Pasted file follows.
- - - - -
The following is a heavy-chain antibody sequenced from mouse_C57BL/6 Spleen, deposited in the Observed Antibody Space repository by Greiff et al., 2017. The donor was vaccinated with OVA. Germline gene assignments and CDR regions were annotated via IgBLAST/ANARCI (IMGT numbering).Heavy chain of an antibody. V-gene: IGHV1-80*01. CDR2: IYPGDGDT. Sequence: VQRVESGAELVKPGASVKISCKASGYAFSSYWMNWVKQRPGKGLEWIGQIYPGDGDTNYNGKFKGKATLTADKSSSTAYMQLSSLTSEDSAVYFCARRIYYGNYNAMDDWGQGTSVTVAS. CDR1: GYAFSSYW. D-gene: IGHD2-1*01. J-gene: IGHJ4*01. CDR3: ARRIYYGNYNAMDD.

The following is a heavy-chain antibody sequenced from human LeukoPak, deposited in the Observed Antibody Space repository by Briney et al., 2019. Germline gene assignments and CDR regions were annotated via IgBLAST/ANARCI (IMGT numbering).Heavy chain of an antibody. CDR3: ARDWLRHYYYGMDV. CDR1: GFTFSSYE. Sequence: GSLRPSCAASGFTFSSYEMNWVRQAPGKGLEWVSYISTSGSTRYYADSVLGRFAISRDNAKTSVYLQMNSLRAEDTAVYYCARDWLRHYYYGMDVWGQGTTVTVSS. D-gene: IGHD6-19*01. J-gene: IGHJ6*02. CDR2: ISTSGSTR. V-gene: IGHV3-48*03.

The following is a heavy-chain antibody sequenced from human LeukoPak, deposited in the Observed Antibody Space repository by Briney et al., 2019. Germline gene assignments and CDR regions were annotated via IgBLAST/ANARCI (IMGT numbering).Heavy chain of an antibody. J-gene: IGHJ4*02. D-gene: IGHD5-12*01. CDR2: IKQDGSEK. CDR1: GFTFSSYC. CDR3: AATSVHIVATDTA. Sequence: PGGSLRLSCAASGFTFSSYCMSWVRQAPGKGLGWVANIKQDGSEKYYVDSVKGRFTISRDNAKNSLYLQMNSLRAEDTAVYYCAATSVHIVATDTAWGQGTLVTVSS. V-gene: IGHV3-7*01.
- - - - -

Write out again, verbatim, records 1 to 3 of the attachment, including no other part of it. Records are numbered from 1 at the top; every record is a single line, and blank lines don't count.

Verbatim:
The following is a heavy-chain antibody sequenced from mouse_C57BL/6 Spleen, deposited in the Observed Antibody Space repository by Greiff et al., 2017. The donor was vaccinated with OVA. Germline gene assignments and CDR regions were annotated via IgBLAST/ANARCI (IMGT numbering).Heavy chain of an antibody. V-gene: IGHV1-80*01. CDR2: IYPGDGDT. Sequence: VQRVESGAELVKPGASVKISCKASGYAFSSYWMNWVKQRPGKGLEWIGQIYPGDGDTNYNGKFKGKATLTADKSSSTAYMQLSSLTSEDSAVYFCARRIYYGNYNAMDDWGQGTSVTVAS. CDR1: GYAFSSYW. D-gene: IGHD2-1*01. J-gene: IGHJ4*01. CDR3: ARRIYYGNYNAMDD.

The following is a heavy-chain antibody sequenced from human LeukoPak, deposited in the Observed Antibody Space repository by Briney et al., 2019. Germline gene assignments and CDR regions were annotated via IgBLAST/ANARCI (IMGT numbering).Heavy chain of an antibody. CDR3: ARDWLRHYYYGMDV. CDR1: GFTFSSYE. Sequence: GSLRPSCAASGFTFSSYEMNWVRQAPGKGLEWVSYISTSGSTRYYADSVLGRFAISRDNAKTSVYLQMNSLRAEDTAVYYCARDWLRHYYYGMDVWGQGTTVTVSS. D-gene: IGHD6-19*01. J-gene: IGHJ6*02. CDR2: ISTSGSTR. V-gene: IGHV3-48*03.

The following is a heavy-chain antibody sequenced from human LeukoPak, deposited in the Observed Antibody Space repository by Briney et al., 2019. Germline gene assignments and CDR regions were annotated via IgBLAST/ANARCI (IMGT numbering).Heavy chain of an antibody. J-gene: IGHJ4*02. D-gene: IGHD5-12*01. CDR2: IKQDGSEK. CDR1: GFTFSSYC. CDR3: AATSVHIVATDTA. Sequence: PGGSLRLSCAASGFTFSSYCMSWVRQAPGKGLGWVANIKQDGSEKYYVDSVKGRFTISRDNAKNSLYLQMNSLRAEDTAVYYCAATSVHIVATDTAWGQGTLVTVSS. V-gene: IGHV3-7*01.